Fresh off the excitement of finishing my first semester of graduate school, I decided to take a break from the books, cold weather, and CPA prep courses and travel to Cuba with my brother.
Wait – that Cuba? Yes, that Cuba. Visiting Cuba has always been a dream of mine. My grandmother immigrated to the United States from Cuba before the Castro regime took over in the early 1950s. Due to obvious political conflicts between the U.S. and Cuba, the U.S. government restricts U.S. citizens from traveling to Cuba unless they meet one of 12 OFAC requirements. No one in my family has ever been there, and my grandmother has not visited since she left 65+ years ago. When the opportunity to travel to Cuba arose for my brother and me in November, we jumped right on it.
To get to Cuba, we took a small cruise ship that left from Miami. Cuba is only about 330 miles off the coast of Miami. Upon arrival, I felt as if I stepped back time time. The first thing you notice is the old cars. They are everywhere! Due to economic sanctions, it is nearly impossible for Cubans to get new cars or new car parts. Because of this, they make sure to keep their cars from the 1950s in top shape and even make their own parts for repairs.
My brother and I rented a gorgeous 1955 Eldorado for three hours and drove all over Havana (we had a driver) to see the sights before deciding which ones we would explore more. Driving around, you will not see anything that you would in America: no fast food chains, major billboards, bright lights, or department stores. Communist propaganda is everywhere around the city. Even the U.S. embassy was closed. The only American reference we saw was the capital building in Havana, El Capitolio, which was modeled after the White House.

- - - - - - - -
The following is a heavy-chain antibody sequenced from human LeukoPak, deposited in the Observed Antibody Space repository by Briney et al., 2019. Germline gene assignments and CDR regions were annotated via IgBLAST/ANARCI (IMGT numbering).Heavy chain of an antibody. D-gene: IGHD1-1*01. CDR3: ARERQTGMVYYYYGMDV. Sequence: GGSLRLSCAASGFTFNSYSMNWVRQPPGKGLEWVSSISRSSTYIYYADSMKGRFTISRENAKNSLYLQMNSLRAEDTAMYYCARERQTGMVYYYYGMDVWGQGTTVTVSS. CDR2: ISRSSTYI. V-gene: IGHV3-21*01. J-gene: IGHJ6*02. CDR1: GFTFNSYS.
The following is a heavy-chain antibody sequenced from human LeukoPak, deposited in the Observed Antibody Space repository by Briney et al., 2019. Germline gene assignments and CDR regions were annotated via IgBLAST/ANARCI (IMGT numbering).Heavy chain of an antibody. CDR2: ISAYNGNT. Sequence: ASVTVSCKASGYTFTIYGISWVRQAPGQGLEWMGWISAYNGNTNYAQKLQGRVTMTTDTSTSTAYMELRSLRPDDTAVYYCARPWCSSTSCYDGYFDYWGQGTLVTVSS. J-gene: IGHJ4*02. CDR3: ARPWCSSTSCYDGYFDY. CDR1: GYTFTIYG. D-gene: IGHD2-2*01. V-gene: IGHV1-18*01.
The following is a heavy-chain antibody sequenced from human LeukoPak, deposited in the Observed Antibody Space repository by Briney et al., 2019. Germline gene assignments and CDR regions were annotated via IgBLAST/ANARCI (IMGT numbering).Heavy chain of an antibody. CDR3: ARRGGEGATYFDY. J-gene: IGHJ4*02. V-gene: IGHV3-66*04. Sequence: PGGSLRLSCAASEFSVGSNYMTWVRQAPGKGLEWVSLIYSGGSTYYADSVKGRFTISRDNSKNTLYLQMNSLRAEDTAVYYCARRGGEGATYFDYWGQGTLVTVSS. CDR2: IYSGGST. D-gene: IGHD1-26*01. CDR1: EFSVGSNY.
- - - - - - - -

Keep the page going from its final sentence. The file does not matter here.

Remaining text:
Day-to-day life is drastically different too. Many Cubans do not have cell phones or internet access. One Cuban we talked to said they got access to Google the week before we arrived (early December). For example, Cubans have to go to the “Black Market” to watch American TV shows we see every day, such as South Park or Game of Thrones. The vast majority of people in Cuba make $10 a month, with doctors being the highest paid at $50 a month. Education and healthcare are free for all and you can take advantage of these services as much as you want. A tour guide we had showed us her “Ration Book” that she has to take to get her bread and rice from the government.
My trip to Cuba was eye opening and made me feel very blessed to have been born in the United States. Everyone we talked to was extremely friendly. I’m very grateful to be able to visit and share my experience!